Setting Microsoft OS Descriptor

This section describes how to set the Microsoft OS Descriptor (MOD) for using Symbian MTP over USB services.

Before you start, you must:

The USB Device Working Group does not define the class and sub-class ID for MTP. To allow a Symbian device to plug into Windows and handle MTP requests without installing software or requiring user interactions, device creators must provide Microsoft OS Descriptor (MOD) support in their user implementations.

Two MODs must be supplied by the Symbian device: The OS string descriptor which stores vendor-specific information and the OS feature descriptor which contains the compatible ID (compat ID) and MTP sub-compatible ID (sub-compat ID). The compat ID is the class code for MTP. After getting a valid OS string descriptor, Windows will try to get the compat ID for MTP. The driver or class for MTP is finally loaded on Windows to handle MTP requests.

To enable Symbian MTP over USB, device creators must implement a MOD solution. The implementation is referred to as user implementation. The implementation can be built into a user binary such as EXE or DLL. The user binary must be started up or loaded any time before enabling the MTP over USB.

The following tasks must be completed in the user implementation:

  1. Load the USB Logical Device Driver (LDD) and open an LDD client.

    After the user binary is loaded, the LDD must be loaded and the LDD client must be opened. The string OS descriptor can then be written into the LDD in the next step.

  2. Set the OS string descriptor to the LDD.

    A USB device which supports MOD must contain an OS string descriptor. Windows sends a request to the device to retrieve the OS string descriptor from the LDD.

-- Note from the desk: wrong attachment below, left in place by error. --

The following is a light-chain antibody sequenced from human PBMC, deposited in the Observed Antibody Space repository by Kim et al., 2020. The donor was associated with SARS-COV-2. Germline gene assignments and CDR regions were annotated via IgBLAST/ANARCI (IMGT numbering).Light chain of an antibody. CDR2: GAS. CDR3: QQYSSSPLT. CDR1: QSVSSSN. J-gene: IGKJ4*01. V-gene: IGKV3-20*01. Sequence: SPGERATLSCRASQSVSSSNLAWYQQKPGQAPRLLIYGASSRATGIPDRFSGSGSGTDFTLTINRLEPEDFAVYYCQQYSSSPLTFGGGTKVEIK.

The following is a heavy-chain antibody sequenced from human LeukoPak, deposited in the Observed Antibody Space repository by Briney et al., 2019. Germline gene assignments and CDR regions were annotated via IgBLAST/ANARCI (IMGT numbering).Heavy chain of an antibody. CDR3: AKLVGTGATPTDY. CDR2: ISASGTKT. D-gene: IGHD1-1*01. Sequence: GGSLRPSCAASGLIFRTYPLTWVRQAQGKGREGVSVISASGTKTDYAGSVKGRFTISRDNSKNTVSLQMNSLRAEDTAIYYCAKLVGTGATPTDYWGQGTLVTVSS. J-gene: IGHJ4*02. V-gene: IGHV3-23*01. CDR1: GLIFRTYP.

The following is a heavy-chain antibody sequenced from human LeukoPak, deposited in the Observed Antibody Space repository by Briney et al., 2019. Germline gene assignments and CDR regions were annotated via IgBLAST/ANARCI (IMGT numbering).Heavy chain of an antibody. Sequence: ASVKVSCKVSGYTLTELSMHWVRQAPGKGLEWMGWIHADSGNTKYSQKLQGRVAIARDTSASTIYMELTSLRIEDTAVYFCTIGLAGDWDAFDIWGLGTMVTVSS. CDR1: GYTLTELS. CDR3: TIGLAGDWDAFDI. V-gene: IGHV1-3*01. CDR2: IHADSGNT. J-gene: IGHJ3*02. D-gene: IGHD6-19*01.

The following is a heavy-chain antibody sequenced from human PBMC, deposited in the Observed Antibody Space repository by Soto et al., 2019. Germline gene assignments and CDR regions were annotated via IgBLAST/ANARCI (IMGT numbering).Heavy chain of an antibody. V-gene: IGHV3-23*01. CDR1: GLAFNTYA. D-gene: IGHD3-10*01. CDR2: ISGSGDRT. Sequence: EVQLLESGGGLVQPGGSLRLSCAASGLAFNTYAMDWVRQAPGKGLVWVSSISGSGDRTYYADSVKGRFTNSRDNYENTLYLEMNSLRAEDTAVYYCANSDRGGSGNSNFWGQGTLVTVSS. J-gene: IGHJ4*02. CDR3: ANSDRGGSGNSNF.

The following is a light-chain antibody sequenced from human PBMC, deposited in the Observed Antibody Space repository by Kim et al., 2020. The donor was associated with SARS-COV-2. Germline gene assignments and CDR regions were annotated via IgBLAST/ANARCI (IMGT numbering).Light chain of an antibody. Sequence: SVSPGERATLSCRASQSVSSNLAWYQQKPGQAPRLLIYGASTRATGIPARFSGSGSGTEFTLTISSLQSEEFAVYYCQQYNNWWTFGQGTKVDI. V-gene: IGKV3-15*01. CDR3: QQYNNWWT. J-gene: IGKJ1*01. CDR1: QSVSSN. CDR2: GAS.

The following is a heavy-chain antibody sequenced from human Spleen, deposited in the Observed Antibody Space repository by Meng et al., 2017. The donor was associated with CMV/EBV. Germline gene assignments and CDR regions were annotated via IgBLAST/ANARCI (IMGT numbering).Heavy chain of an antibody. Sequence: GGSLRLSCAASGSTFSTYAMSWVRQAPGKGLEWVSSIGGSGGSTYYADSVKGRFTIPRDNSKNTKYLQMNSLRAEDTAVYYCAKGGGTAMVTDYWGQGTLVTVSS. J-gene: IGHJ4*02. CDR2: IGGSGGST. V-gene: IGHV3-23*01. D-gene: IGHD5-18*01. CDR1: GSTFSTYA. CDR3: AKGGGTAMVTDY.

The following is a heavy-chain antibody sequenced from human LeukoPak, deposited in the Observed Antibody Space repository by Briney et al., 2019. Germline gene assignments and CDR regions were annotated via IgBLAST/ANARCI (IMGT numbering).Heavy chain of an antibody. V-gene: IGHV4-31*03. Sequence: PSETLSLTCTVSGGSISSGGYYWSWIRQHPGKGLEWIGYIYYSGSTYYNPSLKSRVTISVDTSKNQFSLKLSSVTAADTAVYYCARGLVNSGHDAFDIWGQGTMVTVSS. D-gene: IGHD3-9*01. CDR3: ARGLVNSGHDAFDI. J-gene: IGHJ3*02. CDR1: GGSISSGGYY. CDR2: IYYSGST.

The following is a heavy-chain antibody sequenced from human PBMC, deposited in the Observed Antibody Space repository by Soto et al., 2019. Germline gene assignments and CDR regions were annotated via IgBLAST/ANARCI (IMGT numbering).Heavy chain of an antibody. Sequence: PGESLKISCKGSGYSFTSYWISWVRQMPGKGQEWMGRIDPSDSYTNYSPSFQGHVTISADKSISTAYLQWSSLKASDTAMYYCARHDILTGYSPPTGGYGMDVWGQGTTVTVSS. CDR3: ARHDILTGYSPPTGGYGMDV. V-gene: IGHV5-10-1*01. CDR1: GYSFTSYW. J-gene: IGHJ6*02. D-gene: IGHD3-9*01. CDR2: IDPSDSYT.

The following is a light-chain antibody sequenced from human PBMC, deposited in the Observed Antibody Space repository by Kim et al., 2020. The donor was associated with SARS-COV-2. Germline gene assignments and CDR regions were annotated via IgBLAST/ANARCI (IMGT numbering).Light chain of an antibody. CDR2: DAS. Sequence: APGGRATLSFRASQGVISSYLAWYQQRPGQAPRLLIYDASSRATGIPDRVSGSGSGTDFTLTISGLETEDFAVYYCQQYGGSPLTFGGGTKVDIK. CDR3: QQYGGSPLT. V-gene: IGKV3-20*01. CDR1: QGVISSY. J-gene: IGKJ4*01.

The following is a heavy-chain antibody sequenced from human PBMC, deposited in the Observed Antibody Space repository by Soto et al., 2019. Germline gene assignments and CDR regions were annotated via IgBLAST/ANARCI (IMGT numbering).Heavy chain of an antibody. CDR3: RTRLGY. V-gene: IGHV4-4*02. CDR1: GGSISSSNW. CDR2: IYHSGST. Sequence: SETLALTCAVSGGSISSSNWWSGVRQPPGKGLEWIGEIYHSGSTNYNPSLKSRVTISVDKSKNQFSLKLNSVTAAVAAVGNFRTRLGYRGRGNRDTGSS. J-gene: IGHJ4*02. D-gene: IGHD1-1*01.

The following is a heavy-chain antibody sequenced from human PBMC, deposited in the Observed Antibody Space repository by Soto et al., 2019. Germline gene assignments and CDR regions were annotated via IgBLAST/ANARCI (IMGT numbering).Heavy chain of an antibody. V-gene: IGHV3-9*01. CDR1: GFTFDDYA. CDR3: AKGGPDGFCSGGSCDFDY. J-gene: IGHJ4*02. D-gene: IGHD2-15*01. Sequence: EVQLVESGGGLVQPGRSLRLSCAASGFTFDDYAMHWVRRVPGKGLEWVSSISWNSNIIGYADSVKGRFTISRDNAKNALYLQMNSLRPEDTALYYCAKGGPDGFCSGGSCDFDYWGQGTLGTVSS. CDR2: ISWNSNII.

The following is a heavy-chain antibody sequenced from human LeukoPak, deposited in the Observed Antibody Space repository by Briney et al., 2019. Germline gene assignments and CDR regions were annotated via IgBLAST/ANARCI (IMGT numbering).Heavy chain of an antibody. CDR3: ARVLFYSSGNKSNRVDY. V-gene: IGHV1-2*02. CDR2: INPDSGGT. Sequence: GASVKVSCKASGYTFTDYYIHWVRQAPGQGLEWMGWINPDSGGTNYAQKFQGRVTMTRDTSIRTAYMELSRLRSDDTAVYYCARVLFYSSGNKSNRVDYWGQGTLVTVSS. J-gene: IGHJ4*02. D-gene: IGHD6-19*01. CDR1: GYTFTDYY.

3. Route device-directed requests to the user binary.

    In the next step, Windows will send a control request to the device to get the compat ID OS feature descriptor. This request is vendor-specific and device-directed and must be handled by device creators in their user implementation. To enable the USB Stack to route the request to the user binary, the user implementation must call RDevUsbcClient::SetDeviceControl(). Device-directed requests from the PC are all then routed to this instance of RDevUsbcClient.

  4. Provide an OS feature descriptor handler.

    Once a valid OS string descriptor is returned, Windows sends another control request to get the Microsoft extended compat ID OS feature descriptor.

    Once the compat ID has been returned to the PC it can load the right MTP driver and class to handle MTP requests.

    Note: The string OS descriptor is written into the LDD. The OS feature descriptor is returned by the user implementation at runtime.

For more information about device directed requests and other types of requests, refer to USB 2.0 Specification Chapter 9.3. For more information about the OS string descriptor and OS feature descriptor, refer to Microsoft OS Descriptors.

  1. Load the USB LDD–usbc.ldd and open a client of it.